‘Super-Sized’ Ford Rides to Get Improved Testing

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Ford’s New $200 Million Testing Facility to Open in 2017, Targeting Improved Technology, Design and Fuel Efficiency

Ford has high hopes of making future Raptors, Expeditions and its many other popular vehicles even more badass than they already are courtesy of a $200 million investment in a new aerodynamic testing complex.

Construction is slated to begin later this year on 13 acres in Allen Park, Michigan, next to Ford’s Driveability Test Facility. The facility will house a state-of-the-art wind tunnel and climatic chamber. Created with the aim of targeting improved product technology and design, the lab will be used to test both production and racing vehicles.


New complex will feature ‘super-sized’ wind tunnel chambers to better accommodate Ford’s Super Duty series.


The test venue will also focus on fuel economy by using innovative driving simulations to advance improvements. A five-belt conveyor system will replicate real-world drag through a rolling-road aerodynamic tunnel that enables the Blue Oval to bring the road to the vehicle, rather than the vehicle to the road. To test for optimal fuel efficiency, each wheel gets its own belt. The massive fifth belt runs under the center of the vehicle, allowing airflow around it at speeds up to 155 mph. As a part of the rolling-road belt cartridge system, a crane will be used to switch between the five-belt and single-belt systems. The single belt, which operates at up to 200 mph, reportedly opens up a new level of testing for high-speed performance and racing vehicles. (Check out the wind tunnel in action in the video below.)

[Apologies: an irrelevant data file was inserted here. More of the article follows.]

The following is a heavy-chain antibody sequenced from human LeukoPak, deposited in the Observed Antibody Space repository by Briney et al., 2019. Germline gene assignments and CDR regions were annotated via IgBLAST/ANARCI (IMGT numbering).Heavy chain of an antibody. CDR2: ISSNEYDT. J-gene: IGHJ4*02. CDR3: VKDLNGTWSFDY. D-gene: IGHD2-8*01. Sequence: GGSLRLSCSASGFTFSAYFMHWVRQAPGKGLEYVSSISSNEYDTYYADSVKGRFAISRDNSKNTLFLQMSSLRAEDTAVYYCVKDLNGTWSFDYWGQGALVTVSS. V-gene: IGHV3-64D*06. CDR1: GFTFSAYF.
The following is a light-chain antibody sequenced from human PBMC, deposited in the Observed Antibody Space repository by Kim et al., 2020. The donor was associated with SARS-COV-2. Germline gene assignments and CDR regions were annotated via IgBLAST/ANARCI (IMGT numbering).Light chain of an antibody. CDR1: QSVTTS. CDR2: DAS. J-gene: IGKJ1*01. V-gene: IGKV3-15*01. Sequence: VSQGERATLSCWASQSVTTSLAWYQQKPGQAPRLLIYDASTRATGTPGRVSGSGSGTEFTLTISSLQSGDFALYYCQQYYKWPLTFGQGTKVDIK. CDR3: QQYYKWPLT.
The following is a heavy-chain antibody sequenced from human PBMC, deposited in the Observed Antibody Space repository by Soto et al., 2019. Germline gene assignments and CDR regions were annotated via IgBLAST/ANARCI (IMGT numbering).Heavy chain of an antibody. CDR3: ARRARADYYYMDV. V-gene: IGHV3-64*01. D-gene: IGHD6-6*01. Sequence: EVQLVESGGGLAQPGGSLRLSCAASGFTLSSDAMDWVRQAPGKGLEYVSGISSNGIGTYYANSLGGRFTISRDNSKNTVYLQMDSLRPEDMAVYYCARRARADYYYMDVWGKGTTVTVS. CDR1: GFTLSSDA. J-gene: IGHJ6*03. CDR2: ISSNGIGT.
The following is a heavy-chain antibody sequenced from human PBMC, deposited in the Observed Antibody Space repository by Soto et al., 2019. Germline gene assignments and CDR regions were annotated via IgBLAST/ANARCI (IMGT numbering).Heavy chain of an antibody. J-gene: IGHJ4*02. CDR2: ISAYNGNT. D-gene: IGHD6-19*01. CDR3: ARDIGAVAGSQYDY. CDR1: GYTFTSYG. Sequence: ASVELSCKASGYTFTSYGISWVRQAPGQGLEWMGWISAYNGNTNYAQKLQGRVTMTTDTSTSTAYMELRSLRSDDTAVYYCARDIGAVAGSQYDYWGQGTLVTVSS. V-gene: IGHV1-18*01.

“This investment in new world-class test facilities underpins Ford’s ongoing commitment to advance our capabilities to continue to provide our customers with high-quality vehicles,” says Raj Nair, Ford’s CTO and EVP of Global Product Development.

Likewise, the wind tunnel, with speeds from 155 to 200 mph, will produce full environmental airflow simulation, which strengthens testing for aerodynamic shielding, high-speed performance and other design features.

When it comes to studying how Ford’s toughness holds up in different seasons, the car company will be relying on a new climatic chamber. The chamber is able to generate temperatures colder than the Arctic (as low as minus 40 degrees F) and hotter than the Sahara (up to 140 degrees F).

The best part about Ford’s $200 million facility? The new aerodynamic complex will feature “super-sized” wind tunnel chambers to better accommodate large-frame trucks and SUVs, including Ford’s Super Duty series.

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